Monday, November 11

Current, former Bruins head to US Open while coaches look to recruit


UCLA men's tennis junior Keegan Smith and his partner recently graduated Maxime Cressy competed in the men's doubles main draw at the US Open. The pair fell in the first round to the duo of Ricardas Berankis and Juan Ignacio Londero 6-4, 3-6, 6-3. (Andy Bao/Daily Bruin)

UCLA men's tennis junior Keegan Smith and his partner recently graduated Maxime Cressy competed in the men's doubles main draw at the US Open. The pair fell in the first round to the duo of Ricardas Berankis and Juan Ignacio Londero 6-4, 3-6, 6-3. (Andy Bao/Daily Bruin)


NEW YORK – The crack of a tennis ball leaving the strings of a racket echoed throughout the empty, 23,771-seat stadium.

UCLA men’s tennis assistant coach Rikus De Villiers and senior Ben Goldberg warmed up at Arthur Ashe Stadium before day six of the US Open – the only tennis Grand Slam tournament held in the United States.

“There’s something very unique when you walk onto (Arthur Ashe Stadium),” De Villiers said. “The fans are boisterous and loud, there’s a buzz around the grounds, you can tell that something special is going on in New York when it’s time for the US Open.”

De Villiers and Goldberg were warming up in the iconic stadium before coaching UCLA men’s tennis junior Keegan Smith and recently graduated Maxime Cressy in the men’s doubles main draw. But the four of them weren’t the only Bruins making their marks in Flushing Meadows Corona Park.

UCLA men’s tennis coach Billy Martin and women’s associate head coach Rance Brown were also in attendance to see sophomore Govind Nanda and freshman Abigail Forbes play in the juniors, as well as scout for potential future Bruins.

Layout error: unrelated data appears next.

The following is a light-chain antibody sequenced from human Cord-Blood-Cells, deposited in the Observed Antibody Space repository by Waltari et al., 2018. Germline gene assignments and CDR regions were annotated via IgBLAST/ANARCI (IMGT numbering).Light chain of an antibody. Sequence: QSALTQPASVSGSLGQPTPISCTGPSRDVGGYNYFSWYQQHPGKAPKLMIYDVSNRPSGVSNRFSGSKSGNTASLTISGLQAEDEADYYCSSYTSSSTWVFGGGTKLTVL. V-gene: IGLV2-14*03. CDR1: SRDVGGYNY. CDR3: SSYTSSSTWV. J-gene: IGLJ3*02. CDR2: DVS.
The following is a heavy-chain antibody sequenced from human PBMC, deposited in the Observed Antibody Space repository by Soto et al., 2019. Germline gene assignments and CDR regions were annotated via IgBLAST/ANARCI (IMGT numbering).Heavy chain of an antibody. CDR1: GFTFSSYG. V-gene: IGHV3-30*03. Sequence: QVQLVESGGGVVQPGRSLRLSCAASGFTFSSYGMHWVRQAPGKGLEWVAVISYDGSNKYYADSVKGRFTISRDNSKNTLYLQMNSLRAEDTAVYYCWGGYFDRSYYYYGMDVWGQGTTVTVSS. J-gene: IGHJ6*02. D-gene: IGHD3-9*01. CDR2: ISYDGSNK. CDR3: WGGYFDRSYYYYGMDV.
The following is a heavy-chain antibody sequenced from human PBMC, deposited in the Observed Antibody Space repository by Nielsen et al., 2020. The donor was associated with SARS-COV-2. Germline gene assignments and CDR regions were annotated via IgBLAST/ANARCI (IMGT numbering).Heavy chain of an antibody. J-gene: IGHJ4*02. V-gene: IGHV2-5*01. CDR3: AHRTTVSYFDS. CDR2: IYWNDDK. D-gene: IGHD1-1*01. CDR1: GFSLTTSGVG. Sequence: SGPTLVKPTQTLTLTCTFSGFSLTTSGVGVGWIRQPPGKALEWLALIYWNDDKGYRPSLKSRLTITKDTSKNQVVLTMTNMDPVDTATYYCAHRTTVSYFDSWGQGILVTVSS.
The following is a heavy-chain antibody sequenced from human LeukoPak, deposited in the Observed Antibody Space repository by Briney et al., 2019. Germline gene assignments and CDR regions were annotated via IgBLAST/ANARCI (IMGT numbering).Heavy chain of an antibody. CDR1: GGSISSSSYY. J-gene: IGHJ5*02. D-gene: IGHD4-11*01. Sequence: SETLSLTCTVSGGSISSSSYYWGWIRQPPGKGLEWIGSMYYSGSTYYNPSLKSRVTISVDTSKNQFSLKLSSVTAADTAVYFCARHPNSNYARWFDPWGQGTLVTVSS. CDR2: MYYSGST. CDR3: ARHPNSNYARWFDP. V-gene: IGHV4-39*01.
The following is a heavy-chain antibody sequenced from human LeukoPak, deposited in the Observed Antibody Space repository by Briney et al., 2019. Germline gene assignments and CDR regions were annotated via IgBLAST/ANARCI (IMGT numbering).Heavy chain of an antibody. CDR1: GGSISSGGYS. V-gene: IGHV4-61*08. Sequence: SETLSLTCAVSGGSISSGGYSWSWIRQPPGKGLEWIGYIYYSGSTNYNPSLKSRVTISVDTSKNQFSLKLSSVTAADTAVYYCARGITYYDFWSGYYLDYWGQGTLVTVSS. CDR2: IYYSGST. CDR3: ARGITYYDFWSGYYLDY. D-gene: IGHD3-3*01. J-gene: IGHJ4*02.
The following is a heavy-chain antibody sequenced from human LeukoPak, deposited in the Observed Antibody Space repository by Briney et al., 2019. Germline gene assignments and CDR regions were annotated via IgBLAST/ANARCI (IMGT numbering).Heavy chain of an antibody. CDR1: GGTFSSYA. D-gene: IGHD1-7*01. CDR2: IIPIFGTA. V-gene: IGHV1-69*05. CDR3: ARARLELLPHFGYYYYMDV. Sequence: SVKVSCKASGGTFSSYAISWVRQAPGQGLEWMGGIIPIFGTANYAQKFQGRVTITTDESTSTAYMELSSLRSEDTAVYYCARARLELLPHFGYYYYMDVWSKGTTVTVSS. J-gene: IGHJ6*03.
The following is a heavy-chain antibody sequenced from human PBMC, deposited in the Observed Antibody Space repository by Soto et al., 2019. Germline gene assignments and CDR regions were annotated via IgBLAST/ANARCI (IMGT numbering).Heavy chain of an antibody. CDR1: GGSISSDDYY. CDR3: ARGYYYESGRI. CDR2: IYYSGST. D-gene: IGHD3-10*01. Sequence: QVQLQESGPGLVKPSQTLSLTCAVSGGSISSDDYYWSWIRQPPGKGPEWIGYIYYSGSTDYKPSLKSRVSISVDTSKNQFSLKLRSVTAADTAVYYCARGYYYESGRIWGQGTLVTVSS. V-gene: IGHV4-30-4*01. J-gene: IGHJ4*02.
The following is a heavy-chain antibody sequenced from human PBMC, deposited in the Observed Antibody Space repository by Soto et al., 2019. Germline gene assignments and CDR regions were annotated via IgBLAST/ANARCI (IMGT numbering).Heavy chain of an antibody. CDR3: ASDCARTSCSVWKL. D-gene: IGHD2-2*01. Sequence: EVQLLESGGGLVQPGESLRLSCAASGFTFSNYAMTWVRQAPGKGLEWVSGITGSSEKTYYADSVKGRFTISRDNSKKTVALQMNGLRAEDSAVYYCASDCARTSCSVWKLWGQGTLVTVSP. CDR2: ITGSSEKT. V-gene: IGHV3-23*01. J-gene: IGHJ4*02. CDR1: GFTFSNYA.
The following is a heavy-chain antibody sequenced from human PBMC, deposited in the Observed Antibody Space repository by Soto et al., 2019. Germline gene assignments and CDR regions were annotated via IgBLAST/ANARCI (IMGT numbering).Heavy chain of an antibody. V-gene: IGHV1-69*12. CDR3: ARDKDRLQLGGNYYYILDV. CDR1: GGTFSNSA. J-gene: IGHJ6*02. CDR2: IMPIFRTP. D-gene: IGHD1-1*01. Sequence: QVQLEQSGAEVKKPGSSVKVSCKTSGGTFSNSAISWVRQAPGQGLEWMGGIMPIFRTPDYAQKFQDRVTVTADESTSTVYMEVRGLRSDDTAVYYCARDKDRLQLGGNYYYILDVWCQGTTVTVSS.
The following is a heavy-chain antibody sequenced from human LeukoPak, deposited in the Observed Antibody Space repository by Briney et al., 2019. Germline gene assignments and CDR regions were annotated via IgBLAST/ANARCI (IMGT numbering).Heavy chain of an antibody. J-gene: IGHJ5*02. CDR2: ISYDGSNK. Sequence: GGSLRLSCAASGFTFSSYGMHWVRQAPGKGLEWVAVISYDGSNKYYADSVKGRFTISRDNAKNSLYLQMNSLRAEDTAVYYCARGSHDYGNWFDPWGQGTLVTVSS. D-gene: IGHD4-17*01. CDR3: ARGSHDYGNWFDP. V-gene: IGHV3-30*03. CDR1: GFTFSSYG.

Other than the national tournaments for high school-age kids, Martin said there aren’t many better opportunities for him to see so many of the world’s best high school players in one place.

“Recruiting is one of my main focuses in being here,” Martin said. “We get to see guys that we might never see play or kids we’ll be battling against in upcoming years. It’s a great place to showcase yourself as a younger player.”

Brown said the US Open shows him and other coaches what kids are really made of and how they will transition to UCLA.

“This is a good indicator of how kids handle adversity,” Brown said. “You’re going to be challenged in and out of the classroom at UCLA, and here you can see who’s ready for that kind of challenge. It’s hard to judge a 15 or 16-year-old but those intangibles can make a difference at any age.”

Bruin Community

The USTA Billie Jean King National Tennis Center saw its fair share of Bruins during the US Open. Ten current and former Bruins traveled to New York to compete, along with countless other Bruins who were coaching or spectating from the stands.

Even former Bruin and NCAA singles and doubles champion Mackenzie McDonald made appearances as a commentator for ESPN.

De Villiers said his connections with athletes who have competed in Flushing Meadows were helpful with ordinary tasks for players and coaches like scheduling practice court time and even getting massages.

“There’s a bunch of guys here playing and commentating and coaching,” De Villiers said. “There’s so many different people that have that (UCLA connection) everywhere you go. It makes it feel a little less daunting when there’s people to help us with all the little things that we haven’t done because we haven’t gone through this before.”

As a player, Smith said the amount of Bruins in Flushing Meadows helped him feel comfortable in making the jump to large scale tournament without too many nerves.

“There’s so many people and so many things going on that it can get overwhelming,” Smith said. “But when you share that common ground of UCLA, I know there are people here to talk to, who will help me, and it’s a really nice support system to fall back on.”